“IADAC thanks DMV, CalSTA, CNCDA and California NMVB for their diligent efforts in this task,” said IADA Executive director  Larry Laskowski.

IADAC recommends that dealers fully understand these new guidelines to make sure they are compliant should they choose to adopt this model.

Stephan Wöllenstein CEO of VGC
Stephan Wöllenstein CEO of VGC

More than 2,000 Volkswagen dealerships across China have reopened, and the Chinese public is responding with strong interest. Showroom foot traffic is rivaling numbers from March 2019, Volkswagen announced on its website this week. Volkswagen Group China (VGC) is the best-selling brand in China today by sales and sold around 4.23 million cars in the Chinese market in 2019.

Volkswagen's joint venture, SAIC Volkswagen, has operated in China since 1984. SAIC Volkswagen, which includes the production of cars, parts, components and internal systems, is also back in full swing with 32 of 33 of the group's car and component plants operating again. VGC imports and produces in China the brands Volkswagen, Audi, SEAT, Škoda, Bentley, and Lamborghini, mainly for sale in China.

Stephan Wöllenstein, the CEO of VGC, said via the company’s website, “Hope is returning to the Chinese market, as we are experiencing a certain normalization of business. In 2020, highlights like the start of MEB production and the introduction of the Volkswagen ID. model family still lie ahead.”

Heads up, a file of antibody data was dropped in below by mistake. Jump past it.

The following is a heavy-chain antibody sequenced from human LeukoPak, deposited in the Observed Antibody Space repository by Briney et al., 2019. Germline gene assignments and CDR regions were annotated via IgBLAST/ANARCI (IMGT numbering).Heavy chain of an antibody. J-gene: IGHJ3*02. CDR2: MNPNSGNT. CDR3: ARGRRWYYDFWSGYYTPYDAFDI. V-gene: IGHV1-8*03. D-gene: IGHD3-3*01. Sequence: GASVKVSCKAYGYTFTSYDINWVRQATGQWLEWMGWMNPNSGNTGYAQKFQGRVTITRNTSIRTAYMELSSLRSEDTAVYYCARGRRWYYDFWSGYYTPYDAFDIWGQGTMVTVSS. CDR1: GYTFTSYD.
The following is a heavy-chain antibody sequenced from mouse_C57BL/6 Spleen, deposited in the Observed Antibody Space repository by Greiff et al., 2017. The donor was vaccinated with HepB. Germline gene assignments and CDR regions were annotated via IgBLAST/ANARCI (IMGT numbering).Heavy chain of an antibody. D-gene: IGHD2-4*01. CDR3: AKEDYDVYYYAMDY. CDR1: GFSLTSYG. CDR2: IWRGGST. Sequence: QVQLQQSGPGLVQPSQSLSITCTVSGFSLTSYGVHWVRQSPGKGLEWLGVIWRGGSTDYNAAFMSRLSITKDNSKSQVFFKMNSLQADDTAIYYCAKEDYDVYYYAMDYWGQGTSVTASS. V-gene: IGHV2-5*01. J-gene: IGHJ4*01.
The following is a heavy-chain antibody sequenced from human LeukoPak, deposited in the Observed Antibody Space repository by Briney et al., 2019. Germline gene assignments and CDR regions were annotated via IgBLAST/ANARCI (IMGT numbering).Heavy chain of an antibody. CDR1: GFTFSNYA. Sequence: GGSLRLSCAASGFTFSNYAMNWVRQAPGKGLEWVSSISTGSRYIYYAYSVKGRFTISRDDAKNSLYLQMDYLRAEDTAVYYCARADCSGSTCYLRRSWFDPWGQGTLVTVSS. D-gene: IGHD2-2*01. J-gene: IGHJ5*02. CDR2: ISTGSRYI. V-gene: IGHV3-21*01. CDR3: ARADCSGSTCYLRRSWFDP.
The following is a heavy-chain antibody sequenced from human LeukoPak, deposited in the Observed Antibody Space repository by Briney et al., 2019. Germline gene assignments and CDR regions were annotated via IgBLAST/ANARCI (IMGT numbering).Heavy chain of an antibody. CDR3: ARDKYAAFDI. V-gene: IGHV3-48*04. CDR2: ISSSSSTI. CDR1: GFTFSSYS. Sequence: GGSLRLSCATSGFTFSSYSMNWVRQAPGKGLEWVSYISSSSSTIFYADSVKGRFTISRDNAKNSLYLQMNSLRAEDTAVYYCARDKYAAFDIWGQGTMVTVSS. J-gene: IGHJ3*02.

This bodes well for the reopening of the U.S. car market.

General Motors Co. reported revenue of $32.7 billion and first-quarter earnings heavily impacted by the COVID-19 pandemic. Revenue was down 6.2 percent from 2019’s first quarter and income of $0.3 billion was down nearly 87 percent year-over-year.

“GM has suspended the quarterly dividend on its common stock and the company’s share repurchase program was also paused,” GM’s release stated.

The company described its underlying business performance as “strong.” In the first quarter, GM reported EPS-diluted of $0.17 and EPS-diluted-adjusted of $0.62; EPS diluted-adjusted includes a $(0.28) impact from Lyft and PSA revaluations; income of $0.3 billion, and EBIT-adj. of $1.2 billion, which includes a $(1.4) billion COVID-19 impact.